Life changes rapidly when you have a baby. One minute you’re crying with tears of joy and the next you’re crying because work, parenthood and life have suddenly become very complicated.
How do we keep living our current lifestyle now that we’re parents?
And how are we going to manage the costs of daycare, diapers and formula?
What if I want to stay at home instead of going back to work?
I’ve invited someone on the show today who faced a lot of these challenging questions as a young mother and now she’s helping other parents figure them out as well.
Chelsea Brennan is an ex-hedge fund investor, turned full-time blogger at Smart Money Mamas. After years of working on Wall Street. She made a major life change to choose family, passion, and a positive impact on the world over money.
Her story has been featured in major media outlets like Business Insider, Penny Hoarder and Forbes. Chelsea lives in Connecticut with her husband, two boys, a puppy named Stitches and 14 crazy chickens.
With many lending companies offering convenient (yet high interest) wedding loans these days, it can be tempting to borrow money to have your ideal wedding day. After all, the average cost for a wedding is around $35,000. That’s a lot of money.
The unfortunate thing with borrowing is that debt follows us into the first days of our marriages. And with money fights being one of the top reasons for divorce, starting off with 5-figures of wedding debt might not be an ideal starting place for this lifelong partnership.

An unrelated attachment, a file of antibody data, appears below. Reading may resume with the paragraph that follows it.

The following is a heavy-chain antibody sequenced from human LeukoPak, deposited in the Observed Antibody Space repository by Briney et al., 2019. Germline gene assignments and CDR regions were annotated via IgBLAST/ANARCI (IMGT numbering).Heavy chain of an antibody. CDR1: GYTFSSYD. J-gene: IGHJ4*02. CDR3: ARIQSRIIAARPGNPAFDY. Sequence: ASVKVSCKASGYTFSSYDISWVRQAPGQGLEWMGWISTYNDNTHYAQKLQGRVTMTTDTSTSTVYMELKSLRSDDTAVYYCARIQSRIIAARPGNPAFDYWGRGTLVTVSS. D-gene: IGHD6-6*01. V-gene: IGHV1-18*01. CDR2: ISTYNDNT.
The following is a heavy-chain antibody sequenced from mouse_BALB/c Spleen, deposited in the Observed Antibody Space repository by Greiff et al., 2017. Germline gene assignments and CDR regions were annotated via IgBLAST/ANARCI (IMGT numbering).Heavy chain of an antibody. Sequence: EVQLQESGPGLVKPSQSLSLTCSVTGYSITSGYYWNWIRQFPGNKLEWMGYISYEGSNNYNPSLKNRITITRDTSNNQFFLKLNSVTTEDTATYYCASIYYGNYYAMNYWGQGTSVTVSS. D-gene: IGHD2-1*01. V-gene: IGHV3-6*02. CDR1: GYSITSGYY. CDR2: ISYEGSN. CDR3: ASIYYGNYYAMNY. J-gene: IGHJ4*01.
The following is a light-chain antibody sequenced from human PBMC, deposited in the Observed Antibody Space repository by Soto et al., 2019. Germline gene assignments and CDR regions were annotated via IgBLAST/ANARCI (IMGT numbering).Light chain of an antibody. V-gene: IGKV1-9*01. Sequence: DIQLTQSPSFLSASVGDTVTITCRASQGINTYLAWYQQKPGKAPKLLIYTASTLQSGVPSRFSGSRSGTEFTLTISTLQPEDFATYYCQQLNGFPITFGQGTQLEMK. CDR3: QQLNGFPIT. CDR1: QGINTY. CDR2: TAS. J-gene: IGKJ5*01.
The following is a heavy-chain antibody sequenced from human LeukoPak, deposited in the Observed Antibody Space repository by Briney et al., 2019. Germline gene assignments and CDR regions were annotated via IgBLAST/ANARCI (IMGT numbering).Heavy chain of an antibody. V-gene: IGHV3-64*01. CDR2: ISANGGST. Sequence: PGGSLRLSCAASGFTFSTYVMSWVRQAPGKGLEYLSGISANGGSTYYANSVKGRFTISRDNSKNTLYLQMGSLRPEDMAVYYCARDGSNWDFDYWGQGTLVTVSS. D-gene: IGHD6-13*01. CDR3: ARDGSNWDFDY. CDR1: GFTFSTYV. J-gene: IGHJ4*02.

Today, I’ve invited someone on the show who’s not only experienced the emotional and financial hardships of debt, but she figured out how to combat it and eventually pay for her $40,000 wedding in cash.
Stefanie O’Connell Rodriguez is my guest today. Stefanie is a nationally recognized millennial money expert and author of the book, The Broke and Beautiful Life. Stefanie’s work & advice has been featured in The Wall Street Journal, The New York Times, USA Today, Cosmopolitan, Glamour and Oprah Magazine.
Stefanie lives in New York City with her brand new husband.
This is one of my favorite times of the year. Every 50 episodes, I have the extreme pleasure of interviewing the most important people in my world … my family. With it being episode 150 (woo hoo!), I didn’t want to pass up the chance.
We’ll start things off with my daughter Zoey. We’ll be chatting about summer, sports and how she likes to use her chore money.
My son Calvin Hill will be next and we’re going to briefly discuss Spider-man, learning to ride his bike and why we give our money to charities.
Last but not least, my final interview will be with my wife of almost 10 years, Nicole Hill. By popular demand from the MKM Community, we’ll be chatting about how embracing minimalism allows us to have a happier and less stressed home life.
Here’s an abbreviated transcript of our conversation below. Enjoy!
The Budget Party is a monthly get-together meant to set aside time for me and my wife to have important conversations about our financial future together. We review how we used our money from the previous month, what we want to do with our cash this month and how we’re tracking on our overall financial goals.